I’m pleased to present the 354th edition of the VideoNuze podcast with my weekly partner Colin Dixon of nScreenMedia.
This week Colin and I interview Sling TV’s chief product officer Ben Weinberger. We’ve known Ben for many years from when he was CEO and founder of Digitalsmiths, which was acquired by TiVo.
As loyal listeners know, we’ve discussed “skinny bundles” like Sling TV many times on the podcast and so the interview was a great opportunity to get Ben’s views on the category in general and how Sling TV specifically is doing. We discussed many different topics, including the role of broadcast TV networks and antennas, sports and regional sports networks, how subscribers use the service on different devices, how Sling TV fits with SVOD services and much more.
Importantly, Ben talks a lot about Sling TV’s value propositions including offering more choices and flexible packages. We wrap up with Ben sharing his views on where the market is heading over the next few years.
Listen in to learn more!
Click here to listen to the podcast (33 minutes, 15 seconds)
TV advertising is moving the way of online video advertising - with an emphasis on greater data use and audience-based targeting. That’s the conventional wisdom driving huge investments at TV networks. But in a candid panel discussion yesterday at AdExchanger’s Industry Preview, senior TV ad executives raised lots of questions about the extent to which TV will ultimately go the digital route and specifically whether sophisticated data-based targeting will take hold in the TV industry.
The session included Maureen Bosetti, Chief Investment Officer at Initiative, Peter Naylor, SVP, Ad Sales at Hulu, Marianne Gambelli, Chief Investment Officer at Horizon Media and Donna Speciale, President, Turner Ad Sales, with Kelly Liyakasa, Senior Editor at AdExchanger moderating.
According to a new survey from Irdeto, 32% of U.S. consumers watch pirated video content. Of this group, 24% are most interested in TV shows, while another 24% are most interested in movies currently in theaters, with another 18% interested in movies that are already on DVD and Blu-ray. Sports and SVOD content were further down the list.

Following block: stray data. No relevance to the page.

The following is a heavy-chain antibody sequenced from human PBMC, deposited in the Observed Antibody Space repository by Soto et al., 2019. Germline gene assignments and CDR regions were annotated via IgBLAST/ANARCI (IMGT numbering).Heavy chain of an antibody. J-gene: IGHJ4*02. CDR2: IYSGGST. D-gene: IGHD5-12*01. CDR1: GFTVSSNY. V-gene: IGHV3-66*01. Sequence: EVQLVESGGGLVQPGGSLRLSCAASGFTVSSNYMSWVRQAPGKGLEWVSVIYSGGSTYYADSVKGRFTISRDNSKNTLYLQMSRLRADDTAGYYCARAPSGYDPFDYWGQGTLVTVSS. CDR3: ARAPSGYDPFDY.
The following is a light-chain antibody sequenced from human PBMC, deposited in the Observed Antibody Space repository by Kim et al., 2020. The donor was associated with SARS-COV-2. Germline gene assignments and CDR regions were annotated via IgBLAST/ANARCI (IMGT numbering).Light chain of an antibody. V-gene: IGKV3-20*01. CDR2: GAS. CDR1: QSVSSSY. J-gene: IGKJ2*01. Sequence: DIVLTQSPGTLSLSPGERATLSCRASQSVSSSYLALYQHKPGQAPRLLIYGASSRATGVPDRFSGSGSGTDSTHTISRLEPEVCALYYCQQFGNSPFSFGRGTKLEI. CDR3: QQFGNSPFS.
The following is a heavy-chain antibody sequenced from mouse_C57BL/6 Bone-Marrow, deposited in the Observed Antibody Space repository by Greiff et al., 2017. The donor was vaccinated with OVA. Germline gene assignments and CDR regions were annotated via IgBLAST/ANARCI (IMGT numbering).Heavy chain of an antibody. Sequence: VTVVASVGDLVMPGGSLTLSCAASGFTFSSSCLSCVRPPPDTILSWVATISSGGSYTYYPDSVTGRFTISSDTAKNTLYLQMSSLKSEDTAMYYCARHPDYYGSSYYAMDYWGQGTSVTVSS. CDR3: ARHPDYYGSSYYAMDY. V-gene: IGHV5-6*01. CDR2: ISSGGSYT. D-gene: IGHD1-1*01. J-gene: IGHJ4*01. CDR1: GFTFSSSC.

Worse, when respondents were told that piracy results in studios losing money, in turn reducing their ability to invest in new content, 39% said this had no impact on how much pirated video they watch. And just 19% said this financial damage would cause them to stop watching pirated video. It’s also worth noting that 69% of respondents said they knew consuming pirated video is illegal.
Last Thursday Amazon announced Anime Strike, its own branded SVOD service, available to Prime members in the U.S. for $4.99/month. Anime Strike is the first SVOD service from Amazon (aside from its flagship Prime Video service), and based on an interview I did with Michael Paull, VP for Amazon’s Channels program, it won’t be the last. Rather, Anime Strike is the latest signal of Amazon’s ever-expanding video ambitions.
The Channels program itself (which launched in December, 2015 and was originally called the Streaming Partners Program), has grown by leaps and bounds, and now includes over 100 different SVOD services that Prime members can easily add, with all video viewable in the Prime Video app across devices. For content providers, Amazon handles all hosting, delivery and billing, in exchange for a revenue share.